Dr. Seymour Papert's educational ideas and work have been hugely influential. Sugar may likewise be hugely influential but will fall well short of helping every child "learn learning" unless Sugarlabs makes some important changes.

Bryan Berry is the co-founder and CTO of OLE Nepal, the organization implementing OLPC in Nepal in partnership with Nepal's Department of Education.

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I think Sugar is very important. For several reason I posted earlier

I am still behind these choices, but I completely agree that Sugar should be better integrated with moodle.

However, what I think is most important in Sugar is that it is the first GUI that tries to go beyond the Desktop Metaphor of hierarchical menus.

Really, a common Desktop is simply a graphical interface to a static branched menu list. Functionally equivalent to "ncurses".

Such menus have become impossible to manage. Absolutely no-one is able to find everything in, say, MS Office and to actually understand what is all happening. Let alone actually find all files and link them to the correct applications. Add to this version control and backups, and almost all computer users are lost.

I think one of the attractions of the Sugar interface+journal to the FLOSS community is the simple fact that it allows a simpler, but still powerful access to the computer. Simple enough to be used by anyone.


@Winter I agree with your points but sugar still needs to be evaluated by Human computer Interaction experts. We can't just assume that these features are helpful.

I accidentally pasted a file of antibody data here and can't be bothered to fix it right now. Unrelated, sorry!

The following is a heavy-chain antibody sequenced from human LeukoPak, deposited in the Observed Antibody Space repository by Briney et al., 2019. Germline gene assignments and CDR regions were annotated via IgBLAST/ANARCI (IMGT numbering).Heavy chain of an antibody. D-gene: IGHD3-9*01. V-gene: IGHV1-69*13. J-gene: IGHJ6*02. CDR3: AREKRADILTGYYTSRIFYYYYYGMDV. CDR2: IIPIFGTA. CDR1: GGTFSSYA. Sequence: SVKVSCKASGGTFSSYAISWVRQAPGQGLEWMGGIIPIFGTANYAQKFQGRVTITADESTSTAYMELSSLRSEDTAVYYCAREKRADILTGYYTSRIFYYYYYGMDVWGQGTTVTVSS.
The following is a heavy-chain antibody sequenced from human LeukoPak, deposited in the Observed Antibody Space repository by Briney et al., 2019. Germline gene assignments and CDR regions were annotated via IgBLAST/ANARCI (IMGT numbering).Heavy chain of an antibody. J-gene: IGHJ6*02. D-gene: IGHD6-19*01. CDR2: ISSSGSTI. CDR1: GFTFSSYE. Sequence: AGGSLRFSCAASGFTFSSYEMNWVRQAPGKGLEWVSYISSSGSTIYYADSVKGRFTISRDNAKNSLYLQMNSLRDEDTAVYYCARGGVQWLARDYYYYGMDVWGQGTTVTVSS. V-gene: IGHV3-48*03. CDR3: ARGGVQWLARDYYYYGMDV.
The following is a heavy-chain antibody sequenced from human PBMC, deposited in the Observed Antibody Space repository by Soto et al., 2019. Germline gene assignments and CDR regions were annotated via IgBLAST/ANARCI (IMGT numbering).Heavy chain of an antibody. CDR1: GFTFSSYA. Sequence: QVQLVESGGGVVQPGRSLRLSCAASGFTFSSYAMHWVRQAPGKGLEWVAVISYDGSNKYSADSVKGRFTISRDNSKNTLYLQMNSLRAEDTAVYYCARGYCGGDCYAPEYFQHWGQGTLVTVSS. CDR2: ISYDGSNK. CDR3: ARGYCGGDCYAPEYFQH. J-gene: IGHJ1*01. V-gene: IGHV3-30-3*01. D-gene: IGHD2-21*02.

Additionally, hard-to-navigate programs are better than having fewer programs. The difficulty in running native X11 apps in sugar makes it less useful.

I would not fear the absence of "real teachers". Computers once only "just worked" and I dont see anything wrong with that happening again. Developers are teachers and teachers are developers...

Is there anything to ever integrate with Sugar and moodle? Recognizing users automatically? I could imagine integration with something like XS far better...

Umm, most teachers have spent most of their professional lives trying to help children learn. I think you are too quick too discount their expertise. Reminds me of CEO's who don't appreciate the work engineers do . . .

Moode should be integrated in backing up and restoring the XO's, monitoring attendance, tracking student performance, delivering content, help teachers create custom courses, students can use it to create portfolios, I can go on forever

Sugar is trying to play to two (or three?) different tunes, which is not unusual, but it needs to accept this - it's a GUI and also an educational platform. To keep geeks and developers happy, it needs to provide a good challenge as a new interface, as an educational product, it has to prove its utility in real classrooms and work with existing technologies (like moodle), but also be flexible and friendly enough to connect to custom educational systems and databases. I'm not too worried about that being possible, but it still has to be done at some point.

It'd be nice to begin to separate the learning environment from the underlying GUI so that both can grow without having to balance one against the other. The lack of this is why we are seeing have bootable Fedora and Ubuntu memory-sticks, which may be the part of a solution.

Well, I guess Sugar Labs *does* work closely with deployments, because they sent one of their founding members to Nepal for three months with this exact mission!

I don't agree that we should create a customer/vendor relationship where deployments specify their requirements and Sugar Labs merely implements them. OLPC went exactly this route and failed to please even one of their deployments. Not to mention that I can hardly see how this business model could ever scale or become self-sustaining.